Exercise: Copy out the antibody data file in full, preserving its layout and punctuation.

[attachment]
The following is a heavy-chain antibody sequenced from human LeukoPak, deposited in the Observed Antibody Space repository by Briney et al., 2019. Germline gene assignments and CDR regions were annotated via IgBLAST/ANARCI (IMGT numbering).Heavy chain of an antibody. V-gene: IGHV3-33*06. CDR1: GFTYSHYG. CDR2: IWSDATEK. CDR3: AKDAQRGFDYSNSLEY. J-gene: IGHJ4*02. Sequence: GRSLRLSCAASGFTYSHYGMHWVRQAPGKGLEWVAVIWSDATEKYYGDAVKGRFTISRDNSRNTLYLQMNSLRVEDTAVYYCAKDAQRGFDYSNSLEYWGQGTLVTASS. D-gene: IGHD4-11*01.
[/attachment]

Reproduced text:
The following is a heavy-chain antibody sequenced from human LeukoPak, deposited in the Observed Antibody Space repository by Briney et al., 2019. Germline gene assignments and CDR regions were annotated via IgBLAST/ANARCI (IMGT numbering).Heavy chain of an antibody. V-gene: IGHV3-33*06. CDR1: GFTYSHYG. CDR2: IWSDATEK. CDR3: AKDAQRGFDYSNSLEY. J-gene: IGHJ4*02. Sequence: GRSLRLSCAASGFTYSHYGMHWVRQAPGKGLEWVAVIWSDATEKYYGDAVKGRFTISRDNSRNTLYLQMNSLRVEDTAVYYCAKDAQRGFDYSNSLEYWGQGTLVTASS. D-gene: IGHD4-11*01.